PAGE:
While pondering the above thoughts, I broke out of the last cloud layer about 12-15 hundred feet above the water. The wind was very strong, the waves were 10-15 feet in height and everything was white foam. I managed to get twisted around to where I was facing into the wind just as I hit the water. The wind kept the canopy fully inflated on its side, and I was off to the races like some sort of a racing sailboat. I enjoyed the first few minutes of this because I was skimming along toward the coast and the area in which Twito had come down; but, it also dawned on me that if there was a shark down below, I probably looked like a big fishing lure hopping along the surface. Also, about then, I dropped into a deep trough between waves and was dragged under the next two or three before I could take another breath, so-o-o, I hit the riser release and promptly was tossed into the chute canopy with all the risers. I finally got untangled from everything, inflated my dinghy and prepared to get in. Just then something bumped solidly against my right leg!! About one second later I was literally standing up in the dinghy, shouting profanity and looking down into the water around the raft as I tried to see what had “bumped” me! It turned out that a small survival kit was hanging on a lanyard from that end of the raft and was the “culprit” which had bumped against my leg – and “assisted” me in climbing into the raft so easily despite the rough water.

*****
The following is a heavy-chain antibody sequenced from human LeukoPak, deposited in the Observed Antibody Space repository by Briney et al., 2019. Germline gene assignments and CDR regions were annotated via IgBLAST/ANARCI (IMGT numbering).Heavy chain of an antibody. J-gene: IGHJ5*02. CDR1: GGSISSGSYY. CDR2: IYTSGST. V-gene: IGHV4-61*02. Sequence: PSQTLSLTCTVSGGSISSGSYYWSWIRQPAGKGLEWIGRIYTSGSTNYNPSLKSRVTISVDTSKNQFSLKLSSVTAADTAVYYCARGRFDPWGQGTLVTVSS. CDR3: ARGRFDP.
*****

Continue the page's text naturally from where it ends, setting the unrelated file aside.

A few minutes later, the C-47 from the base appeared from the east and initially set up an orbit over me, but then went back to watch the chopper pick-up of Twito, after which, he headed back out my way. It soon became obvious that he had lost his “visual” on me. After a few minutes of watching them mill around, I realized that it was flare time from my trusty survival kit. Immediate visual contact, pickup and flight back to Itazuke – – neither of us had any real injuries – just the usual ejection seat bruises, etc. The Navy reclamation ship came up the next week and recovered the engine from around 170 feet depth in that area. Number six bearing had failed.